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Heel Spurs

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What is a Heel Spur?

A heel spur is a bony protrusion that forms where the fascia tissue connects to the heel bone. The bony protrusion is a result of calcium deposits that build up over time on the underside of the heel bone.

When discussing heel spurs, we look at two distinct types and the heel spur location. There are the more common bone spurs on the bottom of the heel, and the more difficult to treat bone spurs on the back of the heel.

So, what are spurs? Spurs are additional growths of bone, not just calcium deposits as some patients have asked me about. Bone is made of many minerals like phosphorous including calcium, collagen and matrix of hydroxylapatite and more. Calcium deposits are just calcium and can be found in many areas of the body. BUT bone is NOT just calcium. So, spurs are not just calcium but TRUE bone.

Specifically, this blog will discuss bone growths coming off the calcaneus or heel bone. Bone is a living organism and like all parts of the body will grow larger when there is force or stress on it. (Wolff's law, developed by the German anatomist and surgeon Julius Wolff (1836–1902) in the 19th century, states that bone in a healthy person or animal will adapt to the loads under which it is placed.) In other words, as the heel bone has stress applied to it, it will grow additional bone to handle the stress.

Types of heel spurs

1. Plantar heel spurs

Common Types Of Heel Pain | OrthofeetHeel spurs on the bottom of the heel are known as "plantar" heel spurs. Plantar means the bottom of the foot. Heel/bone spurs on the back of the heel are known as "posterior" heel spurs. The theory of plantar heel spurs is that excess force from the plantar fascia, which connects to the heel bone, causes the spur to grow. One theory is that as the foot pronates (when the foot rolls in and the arch lowers), the foot lengthens as the arch drops. This causes the plantar fascia to be stretched and pulls on its insertion on the heel bone. Another theory is that dysfunction of the big toe joint, which is the other end of the plantar fascia, causes the fascia to again pull on the heel when we walk. There are also diseases that can cause heel spurs, such as ankylosing spondylitis which is a type of arthritis.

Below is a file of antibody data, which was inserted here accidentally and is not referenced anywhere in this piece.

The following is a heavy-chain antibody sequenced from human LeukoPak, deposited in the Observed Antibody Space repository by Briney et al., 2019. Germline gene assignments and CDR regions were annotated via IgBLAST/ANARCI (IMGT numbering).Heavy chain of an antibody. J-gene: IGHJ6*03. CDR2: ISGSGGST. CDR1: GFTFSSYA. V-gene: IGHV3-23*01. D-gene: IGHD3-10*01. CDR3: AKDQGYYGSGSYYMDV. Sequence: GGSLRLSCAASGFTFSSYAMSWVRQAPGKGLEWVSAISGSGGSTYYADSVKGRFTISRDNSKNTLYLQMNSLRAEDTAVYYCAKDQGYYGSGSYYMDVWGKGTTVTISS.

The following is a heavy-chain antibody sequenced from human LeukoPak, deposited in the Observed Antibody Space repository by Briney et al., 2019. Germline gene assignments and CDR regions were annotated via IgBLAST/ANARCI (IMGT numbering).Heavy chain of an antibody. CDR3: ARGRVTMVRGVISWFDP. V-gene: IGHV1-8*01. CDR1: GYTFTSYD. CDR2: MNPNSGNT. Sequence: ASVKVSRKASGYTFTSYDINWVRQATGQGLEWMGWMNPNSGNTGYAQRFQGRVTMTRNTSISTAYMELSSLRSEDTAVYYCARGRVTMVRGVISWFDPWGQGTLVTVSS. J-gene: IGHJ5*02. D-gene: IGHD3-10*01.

2. Posterior heel spurs

Heel Spurs | OrthofeetHeel spurs on the back of the heel, also known as posterior heel spurs, are located where the achilles tendon attaches to the heel bone. The theory is that excess pull on the achilles from its muscle attachments in the leg (gastrocnemius and soleus) causes stress to the heel bone causing heel spur at the achilles/heel bone interface. What is the reason for excess force on the achilles tendon? Here again, pronation of the foot plays is the cause. One major function of the two leg muscles that attach to the achilles (gastrocnemius/soleus) is to decelerate or reduce pronation of the foot when walking or running. When there is excess pronation (which has many causes), the muscles overwork and put extra strain on the achilles causing bone spurs on the back of the heel. Another cause of posterior heel spurs is some types of arthritis.

What are the Symptoms of Heel Spurs?